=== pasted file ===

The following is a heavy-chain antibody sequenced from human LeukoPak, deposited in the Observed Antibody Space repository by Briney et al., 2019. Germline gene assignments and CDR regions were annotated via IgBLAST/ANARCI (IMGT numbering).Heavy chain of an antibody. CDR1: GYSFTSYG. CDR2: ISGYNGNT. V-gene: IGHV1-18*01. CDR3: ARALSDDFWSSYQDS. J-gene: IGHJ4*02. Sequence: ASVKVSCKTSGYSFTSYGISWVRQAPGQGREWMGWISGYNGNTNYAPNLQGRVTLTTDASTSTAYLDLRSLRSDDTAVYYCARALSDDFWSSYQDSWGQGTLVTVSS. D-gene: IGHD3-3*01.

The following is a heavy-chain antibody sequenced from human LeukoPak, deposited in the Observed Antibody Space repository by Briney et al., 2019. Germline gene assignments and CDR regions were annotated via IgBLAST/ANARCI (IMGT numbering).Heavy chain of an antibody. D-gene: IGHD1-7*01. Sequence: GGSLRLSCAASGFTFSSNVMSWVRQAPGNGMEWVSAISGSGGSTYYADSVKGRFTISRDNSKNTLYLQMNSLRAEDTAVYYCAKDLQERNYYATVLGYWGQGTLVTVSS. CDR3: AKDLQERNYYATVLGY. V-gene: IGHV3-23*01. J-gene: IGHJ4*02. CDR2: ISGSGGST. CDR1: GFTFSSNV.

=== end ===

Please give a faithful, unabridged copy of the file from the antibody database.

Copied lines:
The following is a heavy-chain antibody sequenced from human LeukoPak, deposited in the Observed Antibody Space repository by Briney et al., 2019. Germline gene assignments and CDR regions were annotated via IgBLAST/ANARCI (IMGT numbering).Heavy chain of an antibody. CDR1: GYSFTSYG. CDR2: ISGYNGNT. V-gene: IGHV1-18*01. CDR3: ARALSDDFWSSYQDS. J-gene: IGHJ4*02. Sequence: ASVKVSCKTSGYSFTSYGISWVRQAPGQGREWMGWISGYNGNTNYAPNLQGRVTLTTDASTSTAYLDLRSLRSDDTAVYYCARALSDDFWSSYQDSWGQGTLVTVSS. D-gene: IGHD3-3*01.

The following is a heavy-chain antibody sequenced from human LeukoPak, deposited in the Observed Antibody Space repository by Briney et al., 2019. Germline gene assignments and CDR regions were annotated via IgBLAST/ANARCI (IMGT numbering).Heavy chain of an antibody. D-gene: IGHD1-7*01. Sequence: GGSLRLSCAASGFTFSSNVMSWVRQAPGNGMEWVSAISGSGGSTYYADSVKGRFTISRDNSKNTLYLQMNSLRAEDTAVYYCAKDLQERNYYATVLGYWGQGTLVTVSS. CDR3: AKDLQERNYYATVLGY. V-gene: IGHV3-23*01. J-gene: IGHJ4*02. CDR2: ISGSGGST. CDR1: GFTFSSNV.